Friday, May 23, 2014

Marking International Day to end Obstetric Fistula

By Meluse Kapatamoyo

Today May 23, marks the International Day to End Obstetric Fistula under the theme “Tracking Fistula – Transforming Lives. It is estimated that this condition usually caused by prolonged obstructed labour causing a hole in the birth canal, affects two million women and girls in developing countries.

Speaking ahead of the commemorations, Executive Director of United Nations Population Fund (UNPA), Dr Babatunde Osotimehin called on countries to take steps to prevent fistulas by addressing underlying medical and socio-economic causes, eliminating gender-based social and economic inequities, preventing child marriage and early childbearing and promoting education, especially for girls.

He said while tracking and treating all fistula cases was crucial, eliminating the health crisis of obstetric fistula, requires scaling up countries’ capacities to provide access to equitable, high-quality sexual and reproductive health services, including family planning and maternity care, especially comprehensive emergency obstetric care.

"Obstetric fistula highlights persistent global inequalities in access to health care and basic human rights. Most women who develop fistula remain untreated for their entire lives, and the condition can easily recur in women and girls whose fistula has been surgically treated but who receive little or no medical follow-up and then become pregnant again.”

To address the neglected health and human rights violation of obstetric fistula, ten years ago, UNFPA and its partners, launched the global campaign to end fistula. Since then 47, 000 women and girls have undergone fistula repair surgery. Partner organisations have provided treatment to many more women and girls living with the condition.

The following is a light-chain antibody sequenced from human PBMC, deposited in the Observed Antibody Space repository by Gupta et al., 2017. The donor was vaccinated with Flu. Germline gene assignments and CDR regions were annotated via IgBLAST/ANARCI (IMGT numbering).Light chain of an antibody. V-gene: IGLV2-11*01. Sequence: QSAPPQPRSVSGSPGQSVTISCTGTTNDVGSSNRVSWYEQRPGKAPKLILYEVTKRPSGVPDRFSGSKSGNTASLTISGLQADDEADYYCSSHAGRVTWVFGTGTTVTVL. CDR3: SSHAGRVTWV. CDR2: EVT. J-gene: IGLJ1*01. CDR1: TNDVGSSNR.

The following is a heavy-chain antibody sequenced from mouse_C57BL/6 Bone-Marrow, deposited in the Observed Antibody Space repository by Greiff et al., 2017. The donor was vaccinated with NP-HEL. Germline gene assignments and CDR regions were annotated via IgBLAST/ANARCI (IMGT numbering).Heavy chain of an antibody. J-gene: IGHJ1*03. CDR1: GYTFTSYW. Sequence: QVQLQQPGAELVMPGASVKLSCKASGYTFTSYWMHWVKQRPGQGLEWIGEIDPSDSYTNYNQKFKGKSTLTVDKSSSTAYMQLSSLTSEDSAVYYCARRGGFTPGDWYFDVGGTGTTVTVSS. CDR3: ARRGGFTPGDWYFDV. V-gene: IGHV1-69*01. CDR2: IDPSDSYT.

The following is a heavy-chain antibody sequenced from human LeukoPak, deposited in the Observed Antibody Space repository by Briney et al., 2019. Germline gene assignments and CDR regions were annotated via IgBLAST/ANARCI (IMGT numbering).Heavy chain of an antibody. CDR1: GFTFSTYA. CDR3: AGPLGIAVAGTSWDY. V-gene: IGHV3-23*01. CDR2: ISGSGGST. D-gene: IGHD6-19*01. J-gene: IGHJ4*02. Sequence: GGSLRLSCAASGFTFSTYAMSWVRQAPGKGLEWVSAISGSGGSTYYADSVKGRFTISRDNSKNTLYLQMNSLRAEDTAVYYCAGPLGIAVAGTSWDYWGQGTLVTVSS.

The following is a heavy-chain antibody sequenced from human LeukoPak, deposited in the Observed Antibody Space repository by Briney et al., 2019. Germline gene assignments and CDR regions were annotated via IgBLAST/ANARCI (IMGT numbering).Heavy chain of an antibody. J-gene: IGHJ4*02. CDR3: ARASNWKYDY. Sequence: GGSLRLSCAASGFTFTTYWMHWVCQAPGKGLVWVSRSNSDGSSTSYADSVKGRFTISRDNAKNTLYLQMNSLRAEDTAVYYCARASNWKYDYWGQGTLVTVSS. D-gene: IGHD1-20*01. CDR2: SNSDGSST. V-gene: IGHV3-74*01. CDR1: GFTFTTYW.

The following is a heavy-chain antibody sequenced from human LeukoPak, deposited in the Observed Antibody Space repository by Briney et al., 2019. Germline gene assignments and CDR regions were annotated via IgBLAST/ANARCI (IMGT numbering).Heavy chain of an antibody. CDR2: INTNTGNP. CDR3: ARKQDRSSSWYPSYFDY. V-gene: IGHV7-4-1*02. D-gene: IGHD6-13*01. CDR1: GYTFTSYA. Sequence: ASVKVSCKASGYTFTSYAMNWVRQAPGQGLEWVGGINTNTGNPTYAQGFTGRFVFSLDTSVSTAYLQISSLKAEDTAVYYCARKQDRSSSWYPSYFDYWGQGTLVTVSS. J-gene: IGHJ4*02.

However, much remains to be done, and more support and momentum are needed to enable the Campaign to expand its reach to all corners of the world where women suffering from fistula remain isolated and often unaware that treatment is available or even possible.

“To treat fistula and provide women with follow-up medical care, we need to know more about how many women and girls are in need of services and also where they live. In most instances, stigma forces women living with the condition to remain hidden and isolates them from families and communities. By systematically registering and tracking each woman and girl who has or had an obstetric fistula, we can make enormous strides in improving their well-being and increasing the chances of their babies’ survival in subsequent pregnancies,” explain Dr Osotumehin. PYM


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